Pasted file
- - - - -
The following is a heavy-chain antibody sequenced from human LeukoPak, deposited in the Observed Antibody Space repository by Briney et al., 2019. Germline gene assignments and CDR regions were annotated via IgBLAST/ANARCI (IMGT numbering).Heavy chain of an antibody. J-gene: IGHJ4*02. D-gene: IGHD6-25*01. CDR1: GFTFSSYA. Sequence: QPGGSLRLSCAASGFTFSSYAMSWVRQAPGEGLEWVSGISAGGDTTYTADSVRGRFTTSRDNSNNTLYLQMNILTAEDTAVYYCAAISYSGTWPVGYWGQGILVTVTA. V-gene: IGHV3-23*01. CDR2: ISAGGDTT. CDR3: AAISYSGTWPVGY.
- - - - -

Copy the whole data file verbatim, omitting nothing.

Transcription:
The following is a heavy-chain antibody sequenced from human LeukoPak, deposited in the Observed Antibody Space repository by Briney et al., 2019. Germline gene assignments and CDR regions were annotated via IgBLAST/ANARCI (IMGT numbering).Heavy chain of an antibody. J-gene: IGHJ4*02. D-gene: IGHD6-25*01. CDR1: GFTFSSYA. Sequence: QPGGSLRLSCAASGFTFSSYAMSWVRQAPGEGLEWVSGISAGGDTTYTADSVRGRFTTSRDNSNNTLYLQMNILTAEDTAVYYCAAISYSGTWPVGYWGQGILVTVTA. V-gene: IGHV3-23*01. CDR2: ISAGGDTT. CDR3: AAISYSGTWPVGY.